By John W. Barker
For eight years, the Madison Summer Choir (below) has been giving an annual concert. This year’s, on Saturday night, under founder and conductor Ben Luedcke, was built around the theme “This is My Song! – Music in the Struggle for Peace and Justice.”
And, indeed, Luedcke (below) introduced most of the selections with pointed remarks, addressing issues faced today, and the need for making ours a better world.
The first part of the program began with the “big tune” from Jean Sibelius’ Finlandia, set to English words. This was sung a cappella, while the four short items that followed had piano accompaniment.
Two of those pieces—by composers Stephen Chatman and Sven Lekberg—carried poems by Walt Whitman, while another, by Joan Szymko, set a text by Wendell Berry. But the gem of the set was a short partsong, An die Heimat (To my Homeland), by that truly great choral master, Johannes Brahms.
After the intermission, the chorus of 66 voices was joined by an orchestra (below) of 32, for the musical plateau.
Felix Mendelssohn is one of the handful of supreme choral composers (think of his oratorio Elijah!). As a warmer-upper, we were given his brief setting of Martin Luther’s translation of the Latin Dona nobis pacem as Verleih uns Frieden (Grant us Peace). (You can hear Mendelssohn’s beautiful “Verleih uns Frieden” in a YouTube video at the bottom)
But the true main event was a rousing performance of Mendelssohn’s unfairly neglected cantata, Die erste Walpurgisnacht (The First Walpurgis Night). This sets a ballad by Goethe portraying a band of Druids arranging to celebrate a holy solstice rite in the face of newly triumphant Christian intolerance. By making an unholy racket, they drive away their persecutors and launch the myth of St. Walburga’s Night (Walpurgisnacht, on April 30) as an occasion of Satanic rumpus (think Goethe’s and Gounod’s Faust).
The work calls for three solo singers (below), this time contralto Jessica Timman Schwefel, tenor Dan O’Dea, and baritone Ben Li (of whom the tenor was the most impressive). This score is one of striking dramatic effect and musical force, but it is too brief to find a place in most concert repertoire.
Singers and players threw themselves into it with wonderful gusto under propulsive direction. We must thank Luedcke for giving us a rare chance to enjoy it.
The final piece was a movement from a choral symphony by Srul Irving Glick: making a truly splendid choral sound that, however, quite obliterated the uplifting words.
Overall, the program showed that Luedcke had nurtured, in a short time, a choir of nicely balanced and blended voices. With the best of their material, they made a wonderfully glowing sound.
One more example, then, of the quite stunning riches of Madison’s summer musical life!
By Jacob Stockinger
The third time is the charm.
By then you know a tradition has been born.
For the third year in a row, the University of Wisconsin-Madison is holding a Schubertiade at the end of January, near the birthday of Austrian composer Franz Schubert (1797-1828, below). Can there be a better way to kick off the second semester of concerts and music-making?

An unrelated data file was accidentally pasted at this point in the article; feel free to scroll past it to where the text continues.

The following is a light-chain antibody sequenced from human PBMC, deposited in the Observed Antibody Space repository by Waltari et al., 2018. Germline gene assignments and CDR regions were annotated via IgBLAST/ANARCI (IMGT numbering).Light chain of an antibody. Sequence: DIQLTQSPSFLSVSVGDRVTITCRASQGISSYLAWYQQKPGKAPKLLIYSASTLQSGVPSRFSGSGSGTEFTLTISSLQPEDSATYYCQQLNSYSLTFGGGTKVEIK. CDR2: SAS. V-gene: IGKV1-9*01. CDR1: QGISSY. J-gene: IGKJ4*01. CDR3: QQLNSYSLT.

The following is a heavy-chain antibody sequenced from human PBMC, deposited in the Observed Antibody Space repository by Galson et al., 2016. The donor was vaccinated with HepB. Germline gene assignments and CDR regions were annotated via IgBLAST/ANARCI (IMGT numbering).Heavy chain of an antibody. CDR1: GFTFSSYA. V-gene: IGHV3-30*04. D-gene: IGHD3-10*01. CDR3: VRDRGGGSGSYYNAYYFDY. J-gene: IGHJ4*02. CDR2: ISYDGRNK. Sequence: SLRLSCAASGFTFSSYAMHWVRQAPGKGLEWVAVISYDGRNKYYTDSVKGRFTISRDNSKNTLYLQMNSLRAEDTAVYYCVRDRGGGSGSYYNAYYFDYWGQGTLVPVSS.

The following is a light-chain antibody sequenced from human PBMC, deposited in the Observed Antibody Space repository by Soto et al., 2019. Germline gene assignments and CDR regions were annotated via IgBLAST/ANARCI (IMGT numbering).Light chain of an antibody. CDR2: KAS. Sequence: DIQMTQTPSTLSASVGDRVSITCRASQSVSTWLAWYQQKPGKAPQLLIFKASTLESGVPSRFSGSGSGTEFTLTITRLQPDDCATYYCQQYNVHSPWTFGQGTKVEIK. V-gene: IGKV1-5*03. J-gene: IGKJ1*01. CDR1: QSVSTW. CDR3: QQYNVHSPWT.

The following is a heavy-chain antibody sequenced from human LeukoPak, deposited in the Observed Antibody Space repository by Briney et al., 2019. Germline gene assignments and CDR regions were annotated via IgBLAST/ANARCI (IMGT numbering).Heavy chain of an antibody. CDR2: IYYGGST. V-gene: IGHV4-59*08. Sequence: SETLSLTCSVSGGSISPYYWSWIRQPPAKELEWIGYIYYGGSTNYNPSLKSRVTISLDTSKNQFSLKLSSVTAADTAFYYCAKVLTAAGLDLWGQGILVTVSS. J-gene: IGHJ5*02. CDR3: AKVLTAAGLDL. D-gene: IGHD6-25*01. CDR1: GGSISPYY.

The event, which was founded by and now is organized by and performed by the wife-and-husband team of UW-Madison collaborative piano professor Martha Fischer and piano teacher and former music director for Wisconsin Public Radio Bill Lutes, takes place this Saturday night at 8 p.m. in Mills Hall.
Admission is $15 for adults, free for students of all ages. A post-concert reception is included.
ALSO, BE ADVISED THAT THERE IS A UW HOCKEY GAME THAT NIGHT, SO FINDNG PARKING WILL BE MORE CHALLENGING THAN USUAL. ALLOW FOR EXTRA TIME TO GET TO THE CONCERT. THE HALL WILL OPEN AT 7:30 P.M., IF YOU WANT TO COME EARLY AND GET TO YOUR FAVORITE SEATS.
What is it about Schubert that makes him special to the many performers and listeners who will take part?
One answer can be found in a press release from the UW-Madison:
More can be found in a story written by Sandy Tabachnick for Isthmus:
But Bill Lutes also agreed to talk about Schubert (below) and the Schubertiade in an email Q&A with The Ear:
This is the third consecutive year of the UW-Madison Schubertiades that you have presented in honor of his birthday on Jan. 31, this year being the 219th. What is it about Schubert that draws audiences and performers to his music?
Probably the most obvious thing we love about Schubert is the endless stream of glorious, memorable melody – melodies that we can only call “Schubertian.” Who can forget a tune like “The Trout” or “Ave Maria” or the famous “Serenade”? These are part of our cultural DNA.
Then there is Schubert’s rich harmonic vocabulary, and his expansiveness and generosity of form. Although he fashioned innumerable miniatures of exquisite perfection – short songs and piano pieces – he also wrote some of the biggest works of the time, including some of the songs we are performing.
They are big in every way, the “heavenly length” that Robert Schumann wrote about and loved, the sense of adventure and the unexpected and the sheer spaciousness of his musical paragraphs — and the long passages of rhythmic obsession that seem to anticipate today’s Minimalist composers.
Above all, his music is unique in the ways it explores the most joyful and the most tragic aspects of our experience, often interwoven, and ambiguously overlapping.
Those of us who are attracted to Schubert feel that he is our friend, our consoler, our guru and our guide to something that shines beyond the travails of our earthly life. He left us such a rich and varied body of music. The amount he composed in his 31 years is absolutely incredible. But also the level of inspiration is so high throughout so much of it.